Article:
It doesn’t sit well when an addict is punished by the state for engaging in the behavior that is not necessarily nefarious (e.g., drinking booze) but cannot help himself from engaging in it, as per . . . the drug court people themselves! This is cruel, wasteful, and depressingly ironic. Yes, he may have time to reflect on his evil Cheech and Chong ways, and he may not have access to the demon weed while on the inside, but anything can happen while someone is behind the local bars. De facto mental health hospitals Correctional facilities are not equipped to deal with addicts or the mentally ill, some of whom are “frequent flyers” when it comes to doing short time.

And about those dealers being snuck into drug court: talk about easy access to a new crop of clientele. Similar to how federal inmates who’ve participated in the BOP* Residential Drug Abuse Program, or RDAP, have told me that they’ve never had such easy access to dope on the inside, drug court defendants are similarly tempted by their fellow participants.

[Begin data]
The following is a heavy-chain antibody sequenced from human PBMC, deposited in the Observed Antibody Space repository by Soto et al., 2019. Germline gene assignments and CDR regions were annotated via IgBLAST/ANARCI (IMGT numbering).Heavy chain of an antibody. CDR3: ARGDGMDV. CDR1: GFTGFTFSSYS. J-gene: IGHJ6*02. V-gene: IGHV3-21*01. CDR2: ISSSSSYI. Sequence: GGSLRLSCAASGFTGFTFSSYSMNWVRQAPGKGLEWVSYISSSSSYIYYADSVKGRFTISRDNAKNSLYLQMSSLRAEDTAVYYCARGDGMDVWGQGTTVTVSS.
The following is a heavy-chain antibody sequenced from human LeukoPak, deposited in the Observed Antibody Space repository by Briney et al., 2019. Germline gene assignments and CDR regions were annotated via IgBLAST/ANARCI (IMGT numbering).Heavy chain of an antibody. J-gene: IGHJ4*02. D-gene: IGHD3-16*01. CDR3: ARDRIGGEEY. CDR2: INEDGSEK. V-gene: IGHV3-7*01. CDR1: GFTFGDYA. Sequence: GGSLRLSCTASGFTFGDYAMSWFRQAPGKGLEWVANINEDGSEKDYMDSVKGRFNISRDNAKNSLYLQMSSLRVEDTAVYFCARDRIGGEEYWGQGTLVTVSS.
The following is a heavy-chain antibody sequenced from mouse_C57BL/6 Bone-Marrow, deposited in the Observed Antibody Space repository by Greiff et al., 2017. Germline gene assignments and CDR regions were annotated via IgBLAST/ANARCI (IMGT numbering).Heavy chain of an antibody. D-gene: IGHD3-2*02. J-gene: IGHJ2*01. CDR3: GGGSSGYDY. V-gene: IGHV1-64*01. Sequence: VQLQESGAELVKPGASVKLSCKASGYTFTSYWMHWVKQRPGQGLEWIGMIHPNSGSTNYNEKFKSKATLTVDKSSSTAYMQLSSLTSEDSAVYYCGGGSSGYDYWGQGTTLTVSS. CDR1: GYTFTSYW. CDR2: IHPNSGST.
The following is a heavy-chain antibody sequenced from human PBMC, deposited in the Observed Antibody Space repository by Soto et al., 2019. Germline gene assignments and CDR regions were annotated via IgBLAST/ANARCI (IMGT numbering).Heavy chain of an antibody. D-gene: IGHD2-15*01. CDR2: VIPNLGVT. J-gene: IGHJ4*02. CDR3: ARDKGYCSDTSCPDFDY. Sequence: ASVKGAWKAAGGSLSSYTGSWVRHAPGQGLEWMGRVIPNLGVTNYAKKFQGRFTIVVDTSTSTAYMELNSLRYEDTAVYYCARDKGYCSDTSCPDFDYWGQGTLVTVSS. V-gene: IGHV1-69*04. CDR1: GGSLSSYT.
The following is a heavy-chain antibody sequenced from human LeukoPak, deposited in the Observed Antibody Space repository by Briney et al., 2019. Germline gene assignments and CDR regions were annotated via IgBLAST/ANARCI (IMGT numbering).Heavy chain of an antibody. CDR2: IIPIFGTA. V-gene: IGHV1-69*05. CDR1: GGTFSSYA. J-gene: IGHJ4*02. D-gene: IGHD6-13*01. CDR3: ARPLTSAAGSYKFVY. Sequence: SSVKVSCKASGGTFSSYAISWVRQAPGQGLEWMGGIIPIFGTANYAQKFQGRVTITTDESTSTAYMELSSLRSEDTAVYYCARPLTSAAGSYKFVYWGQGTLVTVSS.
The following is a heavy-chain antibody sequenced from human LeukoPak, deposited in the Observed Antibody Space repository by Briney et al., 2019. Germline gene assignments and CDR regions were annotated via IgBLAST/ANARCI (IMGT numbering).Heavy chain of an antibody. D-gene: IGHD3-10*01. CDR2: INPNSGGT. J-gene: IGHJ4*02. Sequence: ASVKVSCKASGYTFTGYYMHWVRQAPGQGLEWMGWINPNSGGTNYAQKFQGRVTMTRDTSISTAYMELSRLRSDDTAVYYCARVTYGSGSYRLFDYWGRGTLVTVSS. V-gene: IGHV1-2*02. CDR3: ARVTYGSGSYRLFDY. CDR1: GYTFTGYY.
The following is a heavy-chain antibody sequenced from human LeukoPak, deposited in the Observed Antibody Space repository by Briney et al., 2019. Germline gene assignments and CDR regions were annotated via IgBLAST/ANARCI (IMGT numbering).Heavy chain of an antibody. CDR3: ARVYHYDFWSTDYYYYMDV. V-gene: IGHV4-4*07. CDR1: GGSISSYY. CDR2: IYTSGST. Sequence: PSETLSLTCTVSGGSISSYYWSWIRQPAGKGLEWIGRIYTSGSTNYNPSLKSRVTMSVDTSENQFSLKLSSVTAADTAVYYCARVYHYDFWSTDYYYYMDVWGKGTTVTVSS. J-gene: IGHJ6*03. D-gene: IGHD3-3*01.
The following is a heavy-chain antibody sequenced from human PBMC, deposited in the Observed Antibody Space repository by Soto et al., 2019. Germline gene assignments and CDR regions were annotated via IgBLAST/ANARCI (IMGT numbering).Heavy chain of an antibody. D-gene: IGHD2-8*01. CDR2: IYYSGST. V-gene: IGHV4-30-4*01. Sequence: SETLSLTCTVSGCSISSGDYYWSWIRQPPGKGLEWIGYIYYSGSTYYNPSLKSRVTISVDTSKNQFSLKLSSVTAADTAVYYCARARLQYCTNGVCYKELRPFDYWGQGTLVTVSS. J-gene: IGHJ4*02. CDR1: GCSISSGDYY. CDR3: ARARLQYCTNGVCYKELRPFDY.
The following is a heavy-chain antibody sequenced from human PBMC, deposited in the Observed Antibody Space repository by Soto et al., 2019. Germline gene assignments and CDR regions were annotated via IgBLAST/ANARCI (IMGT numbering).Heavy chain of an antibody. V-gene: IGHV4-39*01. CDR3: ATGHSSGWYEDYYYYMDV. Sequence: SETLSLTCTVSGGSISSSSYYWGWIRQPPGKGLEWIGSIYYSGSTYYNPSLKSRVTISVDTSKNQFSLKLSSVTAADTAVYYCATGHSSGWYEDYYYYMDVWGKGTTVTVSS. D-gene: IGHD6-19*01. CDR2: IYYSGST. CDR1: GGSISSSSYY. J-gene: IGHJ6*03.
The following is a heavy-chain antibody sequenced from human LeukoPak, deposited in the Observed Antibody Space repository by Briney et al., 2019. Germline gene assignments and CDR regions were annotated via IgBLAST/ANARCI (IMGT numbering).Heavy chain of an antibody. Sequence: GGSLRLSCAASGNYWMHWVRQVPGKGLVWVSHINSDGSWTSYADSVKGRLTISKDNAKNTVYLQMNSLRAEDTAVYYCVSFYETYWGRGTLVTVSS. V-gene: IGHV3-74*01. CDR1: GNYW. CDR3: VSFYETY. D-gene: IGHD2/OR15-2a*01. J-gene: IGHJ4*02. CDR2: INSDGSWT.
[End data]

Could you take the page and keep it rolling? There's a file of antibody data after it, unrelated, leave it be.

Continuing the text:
There is also the flagrant constitutional violation of compulsory participation in a program that requires surrendering one’s critical faculties the acceptance — and perhaps embrace? — of a “higher power.” This affront to the Establishment Clause of the U.S. Constitution and Jefferson’s big, beautiful wall of separation of church and state also occurs when people are required to attend AA meetings as part of their sentence, when it is crystal clear that the AA program has a religious component to it. There’s a reason why some people have called AA “a religious cult masquerading as a self-help group.”